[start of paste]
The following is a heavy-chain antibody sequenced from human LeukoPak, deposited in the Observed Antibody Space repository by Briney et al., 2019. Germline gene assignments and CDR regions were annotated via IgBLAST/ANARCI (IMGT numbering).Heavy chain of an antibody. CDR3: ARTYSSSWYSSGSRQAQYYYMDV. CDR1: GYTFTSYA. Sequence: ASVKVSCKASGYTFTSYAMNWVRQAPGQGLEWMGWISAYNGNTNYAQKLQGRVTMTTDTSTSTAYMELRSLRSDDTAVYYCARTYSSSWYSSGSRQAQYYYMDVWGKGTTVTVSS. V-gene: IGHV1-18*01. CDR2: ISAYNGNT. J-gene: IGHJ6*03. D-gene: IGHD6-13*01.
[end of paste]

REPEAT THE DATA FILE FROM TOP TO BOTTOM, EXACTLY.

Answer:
The following is a heavy-chain antibody sequenced from human LeukoPak, deposited in the Observed Antibody Space repository by Briney et al., 2019. Germline gene assignments and CDR regions were annotated via IgBLAST/ANARCI (IMGT numbering).Heavy chain of an antibody. CDR3: ARTYSSSWYSSGSRQAQYYYMDV. CDR1: GYTFTSYA. Sequence: ASVKVSCKASGYTFTSYAMNWVRQAPGQGLEWMGWISAYNGNTNYAQKLQGRVTMTTDTSTSTAYMELRSLRSDDTAVYYCARTYSSSWYSSGSRQAQYYYMDVWGKGTTVTVSS. V-gene: IGHV1-18*01. CDR2: ISAYNGNT. J-gene: IGHJ6*03. D-gene: IGHD6-13*01.